Stores are at the centre of the Kingfisher strategy of meeting customer demands for convenience and speed, both through fast click and collect and through home delivery. The shape of this demand has emerged during the Covid-19 pandemic, says Kingfisher, adding to another aspect to shops’ previous importance for inspiration, visualisation and expert advice. In total Kingfisher has about 1,420 shops across the group.
Now the retail group expects to have more stores, but that many will be smaller and more local. ‘Big box’ stores will be rightsized, while new openings will include both more compact (less than 2,000 sq ft) and medium sized (2-8,000 sq ft) shops. So far B&Q is trialling five compact stores, including three in ghih streets and two in branches of Asda. The group also now plans to have more than 1,000 Screwfix stores in the UK and Ireland – up from 900 previously. Screwfix has now launched as a pureplay in France, with shops in the market expected to open in 2022.
“We believe that the demand for speed and convenience is driving both the shift towards online in our industry, as well as the need for smaller and more localised stores. In response, over the next few years, we have plans to increase our overall store count, while at the same time reducing the average size of our stores,: says Kingfisher in today’s results.
Kingfisher Group chief executive Thierry Garnier says: “We have had a very strong first half of the year, with growth across all our categories and channels, particularly ecommerce. This is a testament to the rapid progress being made against our strategic priorities which continue to drive customer engagement and an improved competitive position in our key markets.”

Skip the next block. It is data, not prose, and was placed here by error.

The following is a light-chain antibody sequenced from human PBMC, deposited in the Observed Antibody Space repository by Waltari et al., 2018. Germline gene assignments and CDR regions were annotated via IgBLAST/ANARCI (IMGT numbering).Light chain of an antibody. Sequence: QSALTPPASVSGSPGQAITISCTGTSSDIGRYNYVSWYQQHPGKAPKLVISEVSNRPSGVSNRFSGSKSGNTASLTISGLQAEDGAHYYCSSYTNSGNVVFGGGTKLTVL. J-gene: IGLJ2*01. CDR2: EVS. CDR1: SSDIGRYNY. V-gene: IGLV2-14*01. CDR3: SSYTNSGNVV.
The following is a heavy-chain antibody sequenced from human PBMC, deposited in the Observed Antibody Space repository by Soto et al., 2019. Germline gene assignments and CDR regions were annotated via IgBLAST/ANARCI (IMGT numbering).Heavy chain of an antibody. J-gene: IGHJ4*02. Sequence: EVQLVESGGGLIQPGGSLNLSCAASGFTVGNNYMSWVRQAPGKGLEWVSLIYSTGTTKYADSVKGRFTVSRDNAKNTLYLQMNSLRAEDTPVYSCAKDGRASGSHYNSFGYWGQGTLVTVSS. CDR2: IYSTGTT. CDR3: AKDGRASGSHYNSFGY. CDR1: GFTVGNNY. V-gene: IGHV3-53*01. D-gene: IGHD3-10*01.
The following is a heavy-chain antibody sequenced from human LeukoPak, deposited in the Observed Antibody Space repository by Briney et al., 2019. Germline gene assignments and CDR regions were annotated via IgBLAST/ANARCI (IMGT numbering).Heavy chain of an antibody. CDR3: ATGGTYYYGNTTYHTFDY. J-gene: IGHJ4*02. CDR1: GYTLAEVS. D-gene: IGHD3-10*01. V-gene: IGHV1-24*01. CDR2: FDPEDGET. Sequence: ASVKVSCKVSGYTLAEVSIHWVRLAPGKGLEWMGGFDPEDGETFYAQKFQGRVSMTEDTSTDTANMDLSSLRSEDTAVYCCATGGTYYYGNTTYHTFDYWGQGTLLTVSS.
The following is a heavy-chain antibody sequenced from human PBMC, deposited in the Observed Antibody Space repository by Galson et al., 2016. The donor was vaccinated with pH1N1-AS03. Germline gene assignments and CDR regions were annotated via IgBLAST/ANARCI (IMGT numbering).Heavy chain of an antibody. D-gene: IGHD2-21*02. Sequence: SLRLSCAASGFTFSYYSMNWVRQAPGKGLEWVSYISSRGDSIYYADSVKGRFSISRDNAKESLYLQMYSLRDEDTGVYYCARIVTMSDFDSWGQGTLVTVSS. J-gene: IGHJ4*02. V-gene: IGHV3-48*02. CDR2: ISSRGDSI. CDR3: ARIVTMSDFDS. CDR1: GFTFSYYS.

He says that the group has now navigated the worst of the pandemic and legacy and dealt with some pre-existing issues – and is looking ahead to the future.
“With the business in a strong position, we are now ready to accelerate our investments to capitalise on the attractive growth opportunities available to us,” says Garnier. “We are accelerating Screwfix’s expansion in the UK & Ireland, and will open our first Screwfix stores in France in 2022. We are accelerating our digital investments with new initiatives enabling faster fulfilment and broader choice. We are also moving faster with our expansion plans for Castorama Poland.”
More than half (54%) of Kingfisher Group online sales are now via mobile, with first half m-commerce sales up by 32% on the same time last year – and 369% on two years ago. During the first half Screwfix upgraded its mobile app, offering features including geolocation for faster in-store pick up and relevant offers.
Brico Dépôt Iberia has rolled out mobile Scan & Go technology that is now being trialled by B&Q with a view to including it in the B&Q app.
Operations and logistics
The retailer expects there to be strain on international logistics infrastructure into 2022, following the Covid-19 pandemic and port congestion in Asia. The cost and availability of shipping containers are a “constant challenge”, but Kingfisher says its product availability has improved during the first half of the year, while it has also been able to manage the challenges of shipping containers and HGV drivers. “Inflationary pressure” is expected to continue through the second half, although the cost of some raw materials appear to have peaked.